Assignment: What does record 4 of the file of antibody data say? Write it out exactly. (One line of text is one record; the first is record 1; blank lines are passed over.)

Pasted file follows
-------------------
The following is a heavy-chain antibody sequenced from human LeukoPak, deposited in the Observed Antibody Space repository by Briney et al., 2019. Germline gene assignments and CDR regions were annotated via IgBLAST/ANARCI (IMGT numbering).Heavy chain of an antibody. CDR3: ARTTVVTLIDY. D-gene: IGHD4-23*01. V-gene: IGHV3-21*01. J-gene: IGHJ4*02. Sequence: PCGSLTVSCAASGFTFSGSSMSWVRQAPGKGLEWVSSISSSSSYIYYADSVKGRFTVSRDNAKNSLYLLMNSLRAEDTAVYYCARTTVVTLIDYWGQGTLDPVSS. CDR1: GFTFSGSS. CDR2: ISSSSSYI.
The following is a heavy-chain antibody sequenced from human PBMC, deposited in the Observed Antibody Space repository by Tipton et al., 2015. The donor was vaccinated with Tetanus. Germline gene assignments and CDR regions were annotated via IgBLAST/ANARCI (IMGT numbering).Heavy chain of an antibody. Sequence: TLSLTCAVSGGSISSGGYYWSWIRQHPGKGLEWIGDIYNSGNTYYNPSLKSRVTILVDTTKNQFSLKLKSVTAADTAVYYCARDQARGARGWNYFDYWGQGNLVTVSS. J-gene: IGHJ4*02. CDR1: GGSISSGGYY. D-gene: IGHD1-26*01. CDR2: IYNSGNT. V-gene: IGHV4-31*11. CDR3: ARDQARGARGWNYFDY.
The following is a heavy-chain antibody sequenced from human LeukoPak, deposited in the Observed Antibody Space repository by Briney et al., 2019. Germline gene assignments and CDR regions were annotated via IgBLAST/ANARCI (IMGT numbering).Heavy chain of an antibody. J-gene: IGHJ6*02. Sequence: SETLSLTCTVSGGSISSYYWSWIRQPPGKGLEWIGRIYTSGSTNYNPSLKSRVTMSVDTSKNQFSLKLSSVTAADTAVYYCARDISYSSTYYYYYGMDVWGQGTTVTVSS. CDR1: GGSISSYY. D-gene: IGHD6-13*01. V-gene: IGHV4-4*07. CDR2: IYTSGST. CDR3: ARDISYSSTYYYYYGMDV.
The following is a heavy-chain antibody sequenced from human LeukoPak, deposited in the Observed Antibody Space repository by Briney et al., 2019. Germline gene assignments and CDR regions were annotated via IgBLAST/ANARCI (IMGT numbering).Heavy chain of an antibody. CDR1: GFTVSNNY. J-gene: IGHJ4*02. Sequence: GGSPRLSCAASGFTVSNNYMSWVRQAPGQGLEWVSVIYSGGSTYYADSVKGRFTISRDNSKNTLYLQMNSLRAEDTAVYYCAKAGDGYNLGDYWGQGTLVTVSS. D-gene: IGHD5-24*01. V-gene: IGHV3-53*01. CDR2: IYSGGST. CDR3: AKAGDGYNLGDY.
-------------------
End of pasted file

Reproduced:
The following is a heavy-chain antibody sequenced from human LeukoPak, deposited in the Observed Antibody Space repository by Briney et al., 2019. Germline gene assignments and CDR regions were annotated via IgBLAST/ANARCI (IMGT numbering).Heavy chain of an antibody. CDR1: GFTVSNNY. J-gene: IGHJ4*02. Sequence: GGSPRLSCAASGFTVSNNYMSWVRQAPGQGLEWVSVIYSGGSTYYADSVKGRFTISRDNSKNTLYLQMNSLRAEDTAVYYCAKAGDGYNLGDYWGQGTLVTVSS. D-gene: IGHD5-24*01. V-gene: IGHV3-53*01. CDR2: IYSGGST. CDR3: AKAGDGYNLGDY.